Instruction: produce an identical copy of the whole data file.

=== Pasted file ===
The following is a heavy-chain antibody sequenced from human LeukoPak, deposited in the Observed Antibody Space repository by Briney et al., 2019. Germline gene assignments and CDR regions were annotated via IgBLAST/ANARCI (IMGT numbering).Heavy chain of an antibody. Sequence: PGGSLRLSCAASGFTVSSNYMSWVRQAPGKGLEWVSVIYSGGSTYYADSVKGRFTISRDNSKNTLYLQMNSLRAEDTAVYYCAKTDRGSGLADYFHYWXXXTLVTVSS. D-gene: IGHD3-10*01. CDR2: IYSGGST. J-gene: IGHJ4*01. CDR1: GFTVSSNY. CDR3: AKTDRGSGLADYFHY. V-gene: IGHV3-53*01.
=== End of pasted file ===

The following is a heavy-chain antibody sequenced from human LeukoPak, deposited in the Observed Antibody Space repository by Briney et al., 2019. Germline gene assignments and CDR regions were annotated via IgBLAST/ANARCI (IMGT numbering).Heavy chain of an antibody. Sequence: PGGSLRLSCAASGFTVSSNYMSWVRQAPGKGLEWVSVIYSGGSTYYADSVKGRFTISRDNSKNTLYLQMNSLRAEDTAVYYCAKTDRGSGLADYFHYWXXXTLVTVSS. D-gene: IGHD3-10*01. CDR2: IYSGGST. J-gene: IGHJ4*01. CDR1: GFTVSSNY. CDR3: AKTDRGSGLADYFHY. V-gene: IGHV3-53*01.